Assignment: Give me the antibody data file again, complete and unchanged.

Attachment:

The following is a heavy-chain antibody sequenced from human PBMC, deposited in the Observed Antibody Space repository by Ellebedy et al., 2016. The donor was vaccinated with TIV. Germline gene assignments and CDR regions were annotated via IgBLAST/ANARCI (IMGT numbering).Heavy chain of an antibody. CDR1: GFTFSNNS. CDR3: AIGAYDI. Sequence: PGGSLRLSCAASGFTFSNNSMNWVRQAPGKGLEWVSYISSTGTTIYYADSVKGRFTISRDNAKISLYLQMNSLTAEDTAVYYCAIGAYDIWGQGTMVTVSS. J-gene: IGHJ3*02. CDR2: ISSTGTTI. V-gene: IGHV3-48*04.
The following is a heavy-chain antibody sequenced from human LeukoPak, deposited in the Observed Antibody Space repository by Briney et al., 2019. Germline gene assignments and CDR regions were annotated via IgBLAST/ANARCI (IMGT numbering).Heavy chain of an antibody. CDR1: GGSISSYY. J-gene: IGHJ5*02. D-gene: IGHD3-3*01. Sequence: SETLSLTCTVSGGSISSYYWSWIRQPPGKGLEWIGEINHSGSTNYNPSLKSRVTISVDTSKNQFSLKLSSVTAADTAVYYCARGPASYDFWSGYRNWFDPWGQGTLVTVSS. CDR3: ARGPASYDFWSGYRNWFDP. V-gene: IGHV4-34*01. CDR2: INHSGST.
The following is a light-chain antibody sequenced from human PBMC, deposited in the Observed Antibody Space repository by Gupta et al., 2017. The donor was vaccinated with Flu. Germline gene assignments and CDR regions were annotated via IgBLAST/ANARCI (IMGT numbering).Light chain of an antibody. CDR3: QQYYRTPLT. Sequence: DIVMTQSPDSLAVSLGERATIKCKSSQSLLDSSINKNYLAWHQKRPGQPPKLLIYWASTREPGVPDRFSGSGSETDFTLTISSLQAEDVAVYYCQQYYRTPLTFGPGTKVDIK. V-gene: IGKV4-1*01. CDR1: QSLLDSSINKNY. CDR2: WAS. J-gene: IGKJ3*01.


The following is a heavy-chain antibody sequenced from human PBMC, deposited in the Observed Antibody Space repository by Ellebedy et al., 2016. The donor was vaccinated with TIV. Germline gene assignments and CDR regions were annotated via IgBLAST/ANARCI (IMGT numbering).Heavy chain of an antibody. CDR1: GFTFSNNS. CDR3: AIGAYDI. Sequence: PGGSLRLSCAASGFTFSNNSMNWVRQAPGKGLEWVSYISSTGTTIYYADSVKGRFTISRDNAKISLYLQMNSLTAEDTAVYYCAIGAYDIWGQGTMVTVSS. J-gene: IGHJ3*02. CDR2: ISSTGTTI. V-gene: IGHV3-48*04.
The following is a heavy-chain antibody sequenced from human LeukoPak, deposited in the Observed Antibody Space repository by Briney et al., 2019. Germline gene assignments and CDR regions were annotated via IgBLAST/ANARCI (IMGT numbering).Heavy chain of an antibody. CDR1: GGSISSYY. J-gene: IGHJ5*02. D-gene: IGHD3-3*01. Sequence: SETLSLTCTVSGGSISSYYWSWIRQPPGKGLEWIGEINHSGSTNYNPSLKSRVTISVDTSKNQFSLKLSSVTAADTAVYYCARGPASYDFWSGYRNWFDPWGQGTLVTVSS. CDR3: ARGPASYDFWSGYRNWFDP. V-gene: IGHV4-34*01. CDR2: INHSGST.
The following is a light-chain antibody sequenced from human PBMC, deposited in the Observed Antibody Space repository by Gupta et al., 2017. The donor was vaccinated with Flu. Germline gene assignments and CDR regions were annotated via IgBLAST/ANARCI (IMGT numbering).Light chain of an antibody. CDR3: QQYYRTPLT. Sequence: DIVMTQSPDSLAVSLGERATIKCKSSQSLLDSSINKNYLAWHQKRPGQPPKLLIYWASTREPGVPDRFSGSGSETDFTLTISSLQAEDVAVYYCQQYYRTPLTFGPGTKVDIK. V-gene: IGKV4-1*01. CDR1: QSLLDSSINKNY. CDR2: WAS. J-gene: IGKJ3*01.